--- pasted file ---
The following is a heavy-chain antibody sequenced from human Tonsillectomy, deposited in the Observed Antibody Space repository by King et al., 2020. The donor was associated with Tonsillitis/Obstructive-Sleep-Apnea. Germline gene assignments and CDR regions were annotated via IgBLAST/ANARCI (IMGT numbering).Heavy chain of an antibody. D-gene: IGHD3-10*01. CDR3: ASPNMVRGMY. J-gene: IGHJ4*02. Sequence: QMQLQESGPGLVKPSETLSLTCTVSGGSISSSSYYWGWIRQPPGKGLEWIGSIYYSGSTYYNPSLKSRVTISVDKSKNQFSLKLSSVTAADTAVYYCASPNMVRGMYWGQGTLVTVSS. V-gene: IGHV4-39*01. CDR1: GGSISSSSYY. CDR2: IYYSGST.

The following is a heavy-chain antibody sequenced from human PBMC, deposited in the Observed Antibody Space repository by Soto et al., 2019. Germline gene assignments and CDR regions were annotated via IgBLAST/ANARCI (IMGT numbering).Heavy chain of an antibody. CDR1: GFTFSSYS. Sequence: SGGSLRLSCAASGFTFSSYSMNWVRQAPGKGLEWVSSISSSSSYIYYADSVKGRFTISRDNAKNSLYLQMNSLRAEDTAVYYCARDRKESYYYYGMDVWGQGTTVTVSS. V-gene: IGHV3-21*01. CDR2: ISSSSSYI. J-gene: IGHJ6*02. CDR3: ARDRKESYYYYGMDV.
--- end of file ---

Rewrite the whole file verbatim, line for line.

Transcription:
The following is a heavy-chain antibody sequenced from human Tonsillectomy, deposited in the Observed Antibody Space repository by King et al., 2020. The donor was associated with Tonsillitis/Obstructive-Sleep-Apnea. Germline gene assignments and CDR regions were annotated via IgBLAST/ANARCI (IMGT numbering).Heavy chain of an antibody. D-gene: IGHD3-10*01. CDR3: ASPNMVRGMY. J-gene: IGHJ4*02. Sequence: QMQLQESGPGLVKPSETLSLTCTVSGGSISSSSYYWGWIRQPPGKGLEWIGSIYYSGSTYYNPSLKSRVTISVDKSKNQFSLKLSSVTAADTAVYYCASPNMVRGMYWGQGTLVTVSS. V-gene: IGHV4-39*01. CDR1: GGSISSSSYY. CDR2: IYYSGST.

The following is a heavy-chain antibody sequenced from human PBMC, deposited in the Observed Antibody Space repository by Soto et al., 2019. Germline gene assignments and CDR regions were annotated via IgBLAST/ANARCI (IMGT numbering).Heavy chain of an antibody. CDR1: GFTFSSYS. Sequence: SGGSLRLSCAASGFTFSSYSMNWVRQAPGKGLEWVSSISSSSSYIYYADSVKGRFTISRDNAKNSLYLQMNSLRAEDTAVYYCARDRKESYYYYGMDVWGQGTTVTVSS. V-gene: IGHV3-21*01. CDR2: ISSSSSYI. J-gene: IGHJ6*02. CDR3: ARDRKESYYYYGMDV.